A new 5-year country partnership strategy (CPS) for 2024 to 2028 maps out ADB’s support for Sri Lanka’s efforts to restore macroeconomic stability by addressing the causes of the economic crisis, and laying the foundation for sustainable recovery, resilience, and growth. The new CPS will help strengthen public financial management and governance, foster private sector development promoting green growth, and improve access to climate-smart public services and deepen inclusion. It also emphasizes the need to mainstream climate change, gender equality and social inclusion, governance, and digitalization in all ADB operations.


Following the end of the civil conflict in 2009, Sri Lanka focused on rebuilding and rehabilitation.  Poverty rates fell dramatically and Human Development indicators remained high.

However, weaknesses in macroeconomic management and governance led to an economic crisis in 2022.

The country defaulted on its debt repayments, inflation peaked at 70%, and foreign currency reserves fell sharply. 

Shortages in essentials such as fuel and medicine disrupted economic activity and caused severe hardship for the people. 

To stabilize the economy and support recovery, Sri Lanka entered into its 17th IMF program in 2023.

Significant progress has been made. However, much work remains to ensure economic recovery and growth.

The Asian Development Bank will support Sri Lanka in the recovery effort with a new Country Partnership Strategy to:

•    Strengthen Public Financial Management and Governance
•    Foster Private Sector Development Promoting Green Growth
•    Improve Access to Climate-smart Public Services and Deepen Inclusion

ADB will assist the government to accelerate domestic resource mobilization, improve public finances, and strengthen public financial management and debt management systems.

ADB will assist ongoing efforts to reform state-owned enterprises to reduce financial losses and thereby the debt burden of the government.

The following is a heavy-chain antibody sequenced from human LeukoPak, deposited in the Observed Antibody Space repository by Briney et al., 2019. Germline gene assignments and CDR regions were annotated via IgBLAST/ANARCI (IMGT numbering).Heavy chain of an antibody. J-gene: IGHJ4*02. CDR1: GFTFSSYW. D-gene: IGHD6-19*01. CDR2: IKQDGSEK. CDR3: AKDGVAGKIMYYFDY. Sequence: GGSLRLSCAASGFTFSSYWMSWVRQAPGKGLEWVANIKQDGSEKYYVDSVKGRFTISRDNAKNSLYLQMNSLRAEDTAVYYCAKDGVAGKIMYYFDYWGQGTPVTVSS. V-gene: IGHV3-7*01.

To revive economic activity and channel savings into productive uses, ADB will contribute toward stabilizing the financial sector, improving access to finance, and building sustainable capital markets.

Creating a conducive environment for public-private partnerships, support to SMEs and economic zones, and trade facilitation will drive exports and investments and generate new sources of foreign exchange earnings. ADB will also promote the development of renewable energy and ecotourism to enable the shift toward green growth. 

ADB will provide support to protect the poor and vulnerable, who have been hit the hardest by the economic crisis. It will prioritize agriculture modernization and boosting food security. ADB will promote youth employability by enhancing their skills and also assist the health sector to improve efficiency and the responsiveness of systems.

The Country Partnership Strategy identifies three cross cutting themes, which will be built into ADB’s projects and programs. 

•    Climate action, disaster resilience, and environmental sustainability.
•    Gender equality and social inclusion.
•    Governance, capacity building, and digitalization.

Under the new Country Partnership Strategy 2024-2028, ADB will help address the country’s most pressing needs. At the same time, ADB will remain flexible to respond to changing circumstances as the country navigates the crisis. ADB will continue to work with the government and, in coordination with other development partners, support Sri Lanka foster a sustainable recovery, build resilience, and revive growth.